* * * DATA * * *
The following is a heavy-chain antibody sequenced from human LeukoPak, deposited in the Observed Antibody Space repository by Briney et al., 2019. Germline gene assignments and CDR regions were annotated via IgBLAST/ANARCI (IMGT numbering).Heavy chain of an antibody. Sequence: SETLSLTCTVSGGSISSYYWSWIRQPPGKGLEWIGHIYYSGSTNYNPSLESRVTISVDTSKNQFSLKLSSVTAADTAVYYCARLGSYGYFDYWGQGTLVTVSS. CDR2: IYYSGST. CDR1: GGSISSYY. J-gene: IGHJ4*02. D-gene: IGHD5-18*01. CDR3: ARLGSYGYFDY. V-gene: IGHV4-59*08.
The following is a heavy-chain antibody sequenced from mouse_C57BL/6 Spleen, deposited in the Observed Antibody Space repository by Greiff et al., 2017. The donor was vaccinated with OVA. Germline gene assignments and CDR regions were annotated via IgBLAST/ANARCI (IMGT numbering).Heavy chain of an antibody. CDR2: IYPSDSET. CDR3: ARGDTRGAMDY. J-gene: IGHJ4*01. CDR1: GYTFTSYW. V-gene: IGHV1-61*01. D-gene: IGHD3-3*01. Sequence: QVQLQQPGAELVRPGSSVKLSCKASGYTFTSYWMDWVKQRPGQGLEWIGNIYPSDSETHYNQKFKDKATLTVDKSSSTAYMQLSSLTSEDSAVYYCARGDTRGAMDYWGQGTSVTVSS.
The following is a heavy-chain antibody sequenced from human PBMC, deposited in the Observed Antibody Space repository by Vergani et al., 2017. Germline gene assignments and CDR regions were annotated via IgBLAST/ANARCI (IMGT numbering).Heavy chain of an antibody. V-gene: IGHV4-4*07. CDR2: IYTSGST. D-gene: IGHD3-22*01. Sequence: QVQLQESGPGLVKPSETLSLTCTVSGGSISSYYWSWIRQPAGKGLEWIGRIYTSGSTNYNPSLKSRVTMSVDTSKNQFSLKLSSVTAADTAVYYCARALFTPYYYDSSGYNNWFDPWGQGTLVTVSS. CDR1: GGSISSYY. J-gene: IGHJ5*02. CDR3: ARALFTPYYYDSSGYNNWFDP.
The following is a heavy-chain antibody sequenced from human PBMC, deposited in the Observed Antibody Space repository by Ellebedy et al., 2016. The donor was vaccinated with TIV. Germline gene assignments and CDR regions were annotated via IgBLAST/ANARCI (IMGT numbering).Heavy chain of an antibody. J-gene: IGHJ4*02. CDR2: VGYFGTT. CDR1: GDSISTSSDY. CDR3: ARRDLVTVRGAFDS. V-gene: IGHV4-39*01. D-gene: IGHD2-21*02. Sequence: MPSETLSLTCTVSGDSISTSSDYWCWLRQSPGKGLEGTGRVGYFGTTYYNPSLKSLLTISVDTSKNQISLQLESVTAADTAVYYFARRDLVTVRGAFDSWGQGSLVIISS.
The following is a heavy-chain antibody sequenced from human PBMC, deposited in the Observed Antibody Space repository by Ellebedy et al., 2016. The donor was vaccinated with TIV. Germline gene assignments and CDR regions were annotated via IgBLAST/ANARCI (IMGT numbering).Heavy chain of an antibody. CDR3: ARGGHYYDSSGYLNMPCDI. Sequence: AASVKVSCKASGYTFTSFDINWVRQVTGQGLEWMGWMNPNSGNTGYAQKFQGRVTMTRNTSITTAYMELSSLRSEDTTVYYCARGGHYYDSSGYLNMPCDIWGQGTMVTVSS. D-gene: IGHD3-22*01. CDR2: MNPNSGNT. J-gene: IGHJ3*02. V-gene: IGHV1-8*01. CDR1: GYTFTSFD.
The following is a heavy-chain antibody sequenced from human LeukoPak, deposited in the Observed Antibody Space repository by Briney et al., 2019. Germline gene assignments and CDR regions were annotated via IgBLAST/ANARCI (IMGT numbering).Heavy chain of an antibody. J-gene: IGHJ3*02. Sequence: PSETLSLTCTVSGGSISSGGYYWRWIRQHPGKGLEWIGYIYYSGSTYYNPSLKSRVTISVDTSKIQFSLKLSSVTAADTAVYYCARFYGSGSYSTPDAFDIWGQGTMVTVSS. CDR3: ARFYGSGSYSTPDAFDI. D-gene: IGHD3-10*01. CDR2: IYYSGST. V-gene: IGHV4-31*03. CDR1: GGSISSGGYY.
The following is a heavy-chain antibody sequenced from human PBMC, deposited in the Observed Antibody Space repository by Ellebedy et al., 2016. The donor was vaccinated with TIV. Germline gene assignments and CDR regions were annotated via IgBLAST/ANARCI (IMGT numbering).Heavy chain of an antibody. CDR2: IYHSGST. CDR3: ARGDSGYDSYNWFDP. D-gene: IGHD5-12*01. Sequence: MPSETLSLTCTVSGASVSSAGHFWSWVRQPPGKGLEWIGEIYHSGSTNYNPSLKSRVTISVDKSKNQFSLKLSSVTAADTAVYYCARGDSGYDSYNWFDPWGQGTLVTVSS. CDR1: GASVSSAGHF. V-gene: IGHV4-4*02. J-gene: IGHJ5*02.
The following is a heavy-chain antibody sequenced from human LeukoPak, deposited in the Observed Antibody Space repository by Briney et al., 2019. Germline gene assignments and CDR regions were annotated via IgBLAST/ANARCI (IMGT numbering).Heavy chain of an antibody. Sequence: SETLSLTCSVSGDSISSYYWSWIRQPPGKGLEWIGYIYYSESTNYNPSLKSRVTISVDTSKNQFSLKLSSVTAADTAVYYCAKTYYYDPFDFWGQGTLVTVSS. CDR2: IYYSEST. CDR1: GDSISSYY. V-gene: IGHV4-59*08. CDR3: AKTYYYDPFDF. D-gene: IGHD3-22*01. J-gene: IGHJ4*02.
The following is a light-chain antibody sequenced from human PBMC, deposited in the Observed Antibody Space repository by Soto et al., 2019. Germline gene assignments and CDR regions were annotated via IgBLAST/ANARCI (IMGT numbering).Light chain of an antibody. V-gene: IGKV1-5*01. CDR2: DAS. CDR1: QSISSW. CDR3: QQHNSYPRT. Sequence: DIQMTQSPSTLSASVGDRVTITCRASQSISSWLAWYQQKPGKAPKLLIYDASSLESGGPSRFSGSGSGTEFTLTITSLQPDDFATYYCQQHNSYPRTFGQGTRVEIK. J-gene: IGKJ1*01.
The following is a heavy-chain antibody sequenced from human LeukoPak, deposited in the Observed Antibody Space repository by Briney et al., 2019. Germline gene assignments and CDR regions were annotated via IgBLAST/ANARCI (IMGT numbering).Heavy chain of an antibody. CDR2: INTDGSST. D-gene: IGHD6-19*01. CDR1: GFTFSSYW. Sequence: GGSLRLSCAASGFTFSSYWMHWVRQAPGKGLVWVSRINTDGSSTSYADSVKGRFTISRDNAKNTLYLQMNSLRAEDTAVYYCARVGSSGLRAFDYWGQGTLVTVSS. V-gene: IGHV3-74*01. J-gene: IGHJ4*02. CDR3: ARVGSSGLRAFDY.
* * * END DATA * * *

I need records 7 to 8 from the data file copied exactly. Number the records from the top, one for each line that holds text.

The following is a heavy-chain antibody sequenced from human PBMC, deposited in the Observed Antibody Space repository by Ellebedy et al., 2016. The donor was vaccinated with TIV. Germline gene assignments and CDR regions were annotated via IgBLAST/ANARCI (IMGT numbering).Heavy chain of an antibody. CDR2: IYHSGST. CDR3: ARGDSGYDSYNWFDP. D-gene: IGHD5-12*01. Sequence: MPSETLSLTCTVSGASVSSAGHFWSWVRQPPGKGLEWIGEIYHSGSTNYNPSLKSRVTISVDKSKNQFSLKLSSVTAADTAVYYCARGDSGYDSYNWFDPWGQGTLVTVSS. CDR1: GASVSSAGHF. V-gene: IGHV4-4*02. J-gene: IGHJ5*02.
The following is a heavy-chain antibody sequenced from human LeukoPak, deposited in the Observed Antibody Space repository by Briney et al., 2019. Germline gene assignments and CDR regions were annotated via IgBLAST/ANARCI (IMGT numbering).Heavy chain of an antibody. Sequence: SETLSLTCSVSGDSISSYYWSWIRQPPGKGLEWIGYIYYSESTNYNPSLKSRVTISVDTSKNQFSLKLSSVTAADTAVYYCAKTYYYDPFDFWGQGTLVTVSS. CDR2: IYYSEST. CDR1: GDSISSYY. V-gene: IGHV4-59*08. CDR3: AKTYYYDPFDF. D-gene: IGHD3-22*01. J-gene: IGHJ4*02.